People who worked in public service for 10 years or more may be eligible to have their student debt canceled if they apply under the Public Service Loan Forgiveness Program before October 31, 2022.
Last-reviewed: 9am, Sept. 22, 2022
Key Resource: US Department of Education (ED) COVID-19 Information
- The CDC’s COVID guidance for schools encourages vaccines and boosters but no longer recommends that students or school staff quarantine after a COVID exposure.
- For information on a specific state’s K-12 education plan, check that state’s department of education.
- The IRS has announced that teachers can deduct up to $300 of out-of-pocket classroom expenses when they file their 2022 taxes.
- ED will cancel up to $20,000 in debt to Pell grant recipients and up to $10,000 in debt to non-Pell grant borrowers whose income is less than $125,000. ED also extended the federal student loan repayment pause through December 31, 2022.
- Wearing a mask is still required in Head Start programs for people ages 2 and older.
- SNAP recipients are automatically eligible for Head Start but are not guaranteed a spot.
- Borrowers who work for non-profits, the military, or federal, state, Tribal, or local government may be eligible to have all of their student loans forgiven through the Public Service Loan Forgiveness program.
- To address teacher vacancies, states are offering financial incentives, removing and relaxing requirements to recruit new teachers, and shortening school weeks. ED has also announced steps to address the teacher shortage as well as to offer evidence-based learning acceleration strategies for students using federal (ARP ESSER) funds.
- The CDC’s COVID guidance for schools encourages vaccination but no longer recommends that students or school staff quarantine after they have a COVID exposure. In case of exposure, students and staff who remain asymptomatic should wear a mask for 10 days and get tested on day 5.
- The Biden-Harris administration issued this fact sheet regarding efforts to prevent COVID-19 spread in schools during the 2022-23 school year.
- ED advises that masking guidelines for schools and child care providers should follow masking guidelines for the communities in which they are located. Read the full letter for details.
- The Keep Kids Fed Act extends universal free school meals through September 2022, but does not permit all students access to free school meals in school year 2022-23. For information on a specific state’s implementation of this program, check that state’s department of education or find general school meal FAQs here.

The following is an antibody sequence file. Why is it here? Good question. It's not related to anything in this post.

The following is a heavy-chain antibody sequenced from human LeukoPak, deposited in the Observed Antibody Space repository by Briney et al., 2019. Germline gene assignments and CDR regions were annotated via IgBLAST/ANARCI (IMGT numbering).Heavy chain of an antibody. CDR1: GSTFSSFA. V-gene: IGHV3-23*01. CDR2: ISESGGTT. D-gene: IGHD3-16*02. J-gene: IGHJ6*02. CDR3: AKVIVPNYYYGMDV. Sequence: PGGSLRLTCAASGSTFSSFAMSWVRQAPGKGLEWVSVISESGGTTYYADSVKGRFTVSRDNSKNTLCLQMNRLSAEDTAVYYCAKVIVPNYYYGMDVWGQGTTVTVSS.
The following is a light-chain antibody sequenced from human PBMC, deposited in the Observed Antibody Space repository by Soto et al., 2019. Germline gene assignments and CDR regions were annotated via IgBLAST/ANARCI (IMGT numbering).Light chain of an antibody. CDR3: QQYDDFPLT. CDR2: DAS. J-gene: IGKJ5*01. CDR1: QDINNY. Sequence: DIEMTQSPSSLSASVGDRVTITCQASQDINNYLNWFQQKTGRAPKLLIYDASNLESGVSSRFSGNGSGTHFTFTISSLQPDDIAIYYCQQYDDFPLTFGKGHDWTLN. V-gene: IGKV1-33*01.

- The Summer Food Service Program (SFSP) is a federally funded, state-administered program that provides free meals and snacks to children up to age 18 at sites around the country. Click here for more information and to find an SFSP site. Many sites will cease operations in September.
- ED has resources for teachers and administrators like the Roadmap to Reopening Safely and Meeting All Students’ Needs.
- Students with Long COVID may qualify for additional services under IDEA or Section 504. See this ED Long COVID Guide for additional information.
- The Biden Administration will cancel up to $10,000 in federal student debt (or up to $20,000 for Pell grant
srecipients) for borrowers earning less than $125,000 (or $250,000 for married couples). ED will also extend the loan repayment pause through December 31, 2022. Borrowers can sign up at the Department of Education subscription page to be notified when the loan forgiveness application process officially opens. Visit studentaid.gov for additional information.
- People who worked in public service for 10 years or more may be eligible to have their student debt canceled if they apply under the Public Service Loan Forgiveness Program (PSLF) before October 31, 2022. Find information about how to apply for loan forgiveness here.
- The Biden Administration will provide almost $300 million in FY22 to help schools nationwide hire more school-based mental health professionals, among other mental health supports for students. Read the ED fact sheet here.
- The IRS has increased to $300 the amount that teachers can deduct of out-of-pocket classroom expenses when they file their 2022 federal income tax returns next year. For more information, click here.
- The Office of Head Start has issued Expectations for the 2022-2023 Program Year, which include an extension of the mask mandate and clarification that SNAP recipients are eligible for Head Start but are not guaranteed a spot in a program.
The Bottom Line
- The Keep Kids Fed Act extends funding for schools to provide free meals to children through September 2022.
- Federal student loan borrowers may be eligible for up to $20,000 in student debt relief. In addition, the Biden Administration has extended the student loan payment pause through December 31, 2022.